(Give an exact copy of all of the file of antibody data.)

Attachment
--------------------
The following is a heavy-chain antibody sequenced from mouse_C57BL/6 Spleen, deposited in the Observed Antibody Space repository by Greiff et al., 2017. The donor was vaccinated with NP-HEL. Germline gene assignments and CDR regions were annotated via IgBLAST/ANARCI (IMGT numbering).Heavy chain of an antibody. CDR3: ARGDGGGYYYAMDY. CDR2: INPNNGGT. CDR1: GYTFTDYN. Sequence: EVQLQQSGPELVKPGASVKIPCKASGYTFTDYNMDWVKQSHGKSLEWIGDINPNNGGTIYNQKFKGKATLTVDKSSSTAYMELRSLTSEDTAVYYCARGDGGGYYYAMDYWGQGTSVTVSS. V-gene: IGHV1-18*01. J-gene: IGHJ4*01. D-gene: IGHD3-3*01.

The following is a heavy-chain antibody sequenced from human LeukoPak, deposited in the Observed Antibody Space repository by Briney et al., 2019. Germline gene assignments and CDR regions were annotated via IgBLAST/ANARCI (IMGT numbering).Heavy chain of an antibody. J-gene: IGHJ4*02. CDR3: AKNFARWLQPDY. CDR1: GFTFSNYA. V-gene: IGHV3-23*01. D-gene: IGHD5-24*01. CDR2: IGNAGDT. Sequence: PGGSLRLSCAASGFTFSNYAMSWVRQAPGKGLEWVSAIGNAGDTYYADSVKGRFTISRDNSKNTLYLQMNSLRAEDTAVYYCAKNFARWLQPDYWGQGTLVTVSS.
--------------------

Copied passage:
The following is a heavy-chain antibody sequenced from mouse_C57BL/6 Spleen, deposited in the Observed Antibody Space repository by Greiff et al., 2017. The donor was vaccinated with NP-HEL. Germline gene assignments and CDR regions were annotated via IgBLAST/ANARCI (IMGT numbering).Heavy chain of an antibody. CDR3: ARGDGGGYYYAMDY. CDR2: INPNNGGT. CDR1: GYTFTDYN. Sequence: EVQLQQSGPELVKPGASVKIPCKASGYTFTDYNMDWVKQSHGKSLEWIGDINPNNGGTIYNQKFKGKATLTVDKSSSTAYMELRSLTSEDTAVYYCARGDGGGYYYAMDYWGQGTSVTVSS. V-gene: IGHV1-18*01. J-gene: IGHJ4*01. D-gene: IGHD3-3*01.

The following is a heavy-chain antibody sequenced from human LeukoPak, deposited in the Observed Antibody Space repository by Briney et al., 2019. Germline gene assignments and CDR regions were annotated via IgBLAST/ANARCI (IMGT numbering).Heavy chain of an antibody. J-gene: IGHJ4*02. CDR3: AKNFARWLQPDY. CDR1: GFTFSNYA. V-gene: IGHV3-23*01. D-gene: IGHD5-24*01. CDR2: IGNAGDT. Sequence: PGGSLRLSCAASGFTFSNYAMSWVRQAPGKGLEWVSAIGNAGDTYYADSVKGRFTISRDNSKNTLYLQMNSLRAEDTAVYYCAKNFARWLQPDYWGQGTLVTVSS.